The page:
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Contracting abroad: the most attractive contracting destinations according to the WEF

Contractors looking for the best location for contracting abroad can use the latest Global Competitiveness Report 2014-2015 published by the World Economic Forum (WEF). The top ten most competitive countries include many of the top overseas contracting destinations for UK contractors.

In contrast, the report also identifies those countries that may offer fewer opportunities for contractors, although many remain attractive destinations for engineering, oil and gas and other contractors with niche skills.

The UK has climbed a place in the rankings, from tenth place in 2013-2014 to ninth in the latest report, suggesting that the country remains one of the best contracting locations for those contractors seeking work closer to home.

And the report highlights that the UK’s flexible workforce, level of technology adoption and capacity for innovation, features that are underpinned by contractors, are what has led to the climb up the rankings.

The leading contracting destinations

Switzerland is top of the WEF’s Global Competitiveness Index for the sixth year running, with its highly sophisticated business environment, capacity for innovation and flexible labour market. However, recent moves to limit the number of European Union (EU) workers allowed to work in the country may reduce its attractiveness for contractors.

Singapore is in second place, and already the top Asian destination for UK contractors working abroad. Labour market flexibility is cited as a major factor for the country’s high ranking. However, the WEF says there is “room for improvement” in its business sector and capacity for innovation – areas where contractors can help.

The USA, Finland and Germany come next, in third, fourth and fifth place. Germany and the USA are two of the most popular contractor destinations globally, with the USA offering the most business opportunities for contractors because of the sheer size and scope of its economy.

Germany’s competitiveness could be improved “if its labour markets were made even more efficient”. Contracting in Germany is highly regulated, and contractors working there need to operate through specialist umbrellas that have the right permits to be legally compliant.

Japan and Sweden suffer from over-regulated labour markets

Although both Japan in sixth place and Sweden in tenth place score highly for tech adoption and innovation, WEF highlights that both suffer from over-regulated labour markets.

Contractors can operate in these countries, but like Germany, face a raft of regulations to overcome. Swedish workers are also highly taxed, making it a less attractive proposition for contractors evaluating long-term contracts.

Hong Kong and the Netherlands, in seventh and eighth place respectively, remain popular contracting destinations, in part due to their labour market flexibility and ready acceptance of the contractor/freelancer model.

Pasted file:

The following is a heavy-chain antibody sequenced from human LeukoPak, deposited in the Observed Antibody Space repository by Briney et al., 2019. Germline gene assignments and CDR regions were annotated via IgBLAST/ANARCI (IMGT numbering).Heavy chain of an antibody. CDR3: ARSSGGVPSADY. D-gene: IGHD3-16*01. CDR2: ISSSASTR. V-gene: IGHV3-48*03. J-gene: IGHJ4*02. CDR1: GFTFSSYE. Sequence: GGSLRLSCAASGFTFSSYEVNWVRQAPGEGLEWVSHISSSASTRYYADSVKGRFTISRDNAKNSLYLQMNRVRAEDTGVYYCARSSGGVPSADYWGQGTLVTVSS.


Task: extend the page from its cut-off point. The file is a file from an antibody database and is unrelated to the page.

Hong Kong’s financial sector is a strong market for financial and IT contractors, and it has an existing flexible labour market. The Netherlands, although highly taxed, offers a wide range of contracting opportunities across most contracting disciplines, including oil and gas.

The UK has risen by one place, thanks to its flexible workforce

The UK is in ninth place in the 2014-2015 rankings, climbing one place when compared to the 2013-2014 report. WEF identifies three factors that contribute to the UK’s attractiveness: its flexible workforce; its capacity to innovate; and the high level of information and communication technology (ICT) uptake “that is one of the highest in the world”.

Contractors underpin these factors. The contracting model is inherently flexible, and the UK’s flexible and highly skilled knowledge-based contractor workforce is a major factor influencing inward investment by contracting clients. Research by Cranfield University has also shown that contractors drive innovation and efficiency in the organisations where they work.

The report notes that the UK’s “highly competitive and large market, allows for highly sophisticated and innovative businesses to spring up and develop”. These businesses tend to be large consumers of contractor services, making the UK a highly attractive contracting market in its own right.

Less attractive markets for contractors

At the other end of the scale, WEF’s Global Competitiveness Index shows that the contracting markets in Sub-Saharan Africa and emerging and developing Asia are likely to be the least attractive for most contractors.

WEF's Global Competitiveness Index shows that the contracting markets in Sub-Saharan Africa and emerging and developing Asia are likely to be the least attractive for most contractors

In 144th place is Guinea, with Chad, Yemen, Mauritania, Angola, Burundi and Sierra Leone as the next least competitive. Haiti and Venezuela are the poorest performers in South America and the Caribbean. Timor-Leste and Myanmar are Asia’s poorest performers.

Despite their low level of global competitiveness, many of these locations are still strong markets for contractors working in niche areas such as oil and gas and energy, mining, infrastructure and international development.

In conclusion, the report shows that in addition to a buoyant home market with high demand for their services, contractors will find strong contracting markets overseas, if they pick their targets carefully.

Published: 04 September 2014

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